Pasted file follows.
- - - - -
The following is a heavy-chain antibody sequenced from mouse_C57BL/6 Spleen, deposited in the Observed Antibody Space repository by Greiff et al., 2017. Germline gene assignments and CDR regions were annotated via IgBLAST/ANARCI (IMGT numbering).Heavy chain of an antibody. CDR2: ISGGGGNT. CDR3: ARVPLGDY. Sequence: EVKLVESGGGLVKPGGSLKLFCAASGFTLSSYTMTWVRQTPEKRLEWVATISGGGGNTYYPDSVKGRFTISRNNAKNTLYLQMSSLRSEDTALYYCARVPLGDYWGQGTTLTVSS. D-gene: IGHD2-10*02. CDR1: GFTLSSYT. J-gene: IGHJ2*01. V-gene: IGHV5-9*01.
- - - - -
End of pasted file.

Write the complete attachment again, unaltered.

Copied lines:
The following is a heavy-chain antibody sequenced from mouse_C57BL/6 Spleen, deposited in the Observed Antibody Space repository by Greiff et al., 2017. Germline gene assignments and CDR regions were annotated via IgBLAST/ANARCI (IMGT numbering).Heavy chain of an antibody. CDR2: ISGGGGNT. CDR3: ARVPLGDY. Sequence: EVKLVESGGGLVKPGGSLKLFCAASGFTLSSYTMTWVRQTPEKRLEWVATISGGGGNTYYPDSVKGRFTISRNNAKNTLYLQMSSLRSEDTALYYCARVPLGDYWGQGTTLTVSS. D-gene: IGHD2-10*02. CDR1: GFTLSSYT. J-gene: IGHJ2*01. V-gene: IGHV5-9*01.